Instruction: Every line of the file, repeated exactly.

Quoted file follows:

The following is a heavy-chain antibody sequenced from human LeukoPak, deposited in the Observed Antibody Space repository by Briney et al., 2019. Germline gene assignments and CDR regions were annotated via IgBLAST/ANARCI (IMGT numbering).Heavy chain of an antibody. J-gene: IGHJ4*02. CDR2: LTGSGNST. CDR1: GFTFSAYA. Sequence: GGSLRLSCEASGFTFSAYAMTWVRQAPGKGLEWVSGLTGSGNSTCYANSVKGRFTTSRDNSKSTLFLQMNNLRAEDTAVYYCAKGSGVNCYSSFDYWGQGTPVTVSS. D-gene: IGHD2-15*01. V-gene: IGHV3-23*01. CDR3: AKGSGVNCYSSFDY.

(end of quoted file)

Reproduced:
The following is a heavy-chain antibody sequenced from human LeukoPak, deposited in the Observed Antibody Space repository by Briney et al., 2019. Germline gene assignments and CDR regions were annotated via IgBLAST/ANARCI (IMGT numbering).Heavy chain of an antibody. J-gene: IGHJ4*02. CDR2: LTGSGNST. CDR1: GFTFSAYA. Sequence: GGSLRLSCEASGFTFSAYAMTWVRQAPGKGLEWVSGLTGSGNSTCYANSVKGRFTTSRDNSKSTLFLQMNNLRAEDTAVYYCAKGSGVNCYSSFDYWGQGTPVTVSS. D-gene: IGHD2-15*01. V-gene: IGHV3-23*01. CDR3: AKGSGVNCYSSFDY.